Template: Skinny | Lean | Well Rounded | Plump
Saturday, 04 October 2008 16:49

Cattle birth

Written by 
Rate this item
(0 votes)
  • A cow may spend couple of hours seeking out a birth site, and going through the first stages when the calf moves into the birth canal and the water bag appears.
  • The next delivery stage after bursting her waters and appearance of calf should take about 15 minutes. If longer then investigate what is going on or get help. The calf should be born in a diving position. If not, you’ll need to sort out the problem.
  • The final stage is passing of the afterbirth, which the cow may eat for hormonal benefit and removal from predators in wild.
  • Disturbance will up upset and delay this pattern. It can have bad effects on calf as it dries out and makes the passage more difficult.
  • The calf should be on its feet in 15-30 minutes and should start teat seeking. It’s vitally important that the calf gets colostrum. It needs at least 2 litres before 6 hours old.
  • The calf nuzzles the side of cow feeling for warm bare skin with teat. It can be very frustrating for calf, especially if their mother is a heifer as she may panic and turn to look at calf.
  • Inexperienced dams may attack the calf, and not stand still and nuzzle calf’s tail head to encourage it to suck.
  • Bonding is very quick in cattle and takes only a few minutes. It is based on smell and vision.
  • This can lead to problems of parent accuracy in large herds where groups are synchronised to calve together. Staff have to make Identification decisions that can be 13% wrong but pedigrees can now be confirmed by DNA tests.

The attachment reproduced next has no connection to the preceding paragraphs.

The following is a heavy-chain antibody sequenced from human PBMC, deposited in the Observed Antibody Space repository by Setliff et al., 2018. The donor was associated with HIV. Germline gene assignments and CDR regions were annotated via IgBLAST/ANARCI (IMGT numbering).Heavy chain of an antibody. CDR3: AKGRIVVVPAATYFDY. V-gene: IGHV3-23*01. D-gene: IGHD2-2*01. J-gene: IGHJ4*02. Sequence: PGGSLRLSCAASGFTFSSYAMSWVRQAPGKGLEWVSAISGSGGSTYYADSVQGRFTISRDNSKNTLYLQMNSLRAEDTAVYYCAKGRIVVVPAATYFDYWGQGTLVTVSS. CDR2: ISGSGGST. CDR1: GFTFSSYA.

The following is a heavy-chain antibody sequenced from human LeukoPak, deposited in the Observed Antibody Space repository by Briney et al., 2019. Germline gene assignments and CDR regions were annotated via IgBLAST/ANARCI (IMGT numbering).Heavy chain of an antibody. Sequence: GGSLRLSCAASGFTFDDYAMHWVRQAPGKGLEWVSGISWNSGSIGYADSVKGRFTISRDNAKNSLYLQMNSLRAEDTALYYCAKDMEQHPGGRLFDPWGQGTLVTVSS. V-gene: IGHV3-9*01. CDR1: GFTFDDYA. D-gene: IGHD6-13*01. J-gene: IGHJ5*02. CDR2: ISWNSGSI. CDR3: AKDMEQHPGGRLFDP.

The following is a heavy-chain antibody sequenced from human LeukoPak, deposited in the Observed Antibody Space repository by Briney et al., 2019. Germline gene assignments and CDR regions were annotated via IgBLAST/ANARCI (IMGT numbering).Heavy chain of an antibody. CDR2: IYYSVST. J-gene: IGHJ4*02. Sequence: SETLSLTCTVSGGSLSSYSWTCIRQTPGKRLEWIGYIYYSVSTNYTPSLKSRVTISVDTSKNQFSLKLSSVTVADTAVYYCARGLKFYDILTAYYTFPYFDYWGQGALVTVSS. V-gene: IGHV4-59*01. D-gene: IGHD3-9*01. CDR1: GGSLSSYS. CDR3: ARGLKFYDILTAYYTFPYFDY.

• Most cows will not accept another calf after this unless you play other tricks on her. Some cows will accept any alien calves.
  • The calf will follow the cow, or any moving object a few hours after birth.
  • Calves often fall into drains during this early mothering period as they stagger about.
  • They can also fall on to the power fence and the constant shock on their wet body can kill them.
Dr Clive Dalton

Clive did a Ph.D. in sheep breeding at the University of North Wales at Bangor. After lecturing at Leeds University, he came to New Zealand to do research with MAF. Because of his communication skills, he moved to the Ruakura Agricultural Research Centre to be fully involved in interpreting science for practical application by farmers.

After 14 years he moved to teach at the Waikato Polytechnic where he taught young future farmers. He won the 1993 Landcorp Communicator of the Year award and the 1999 Sir Arthur Ward award for agricultural communication.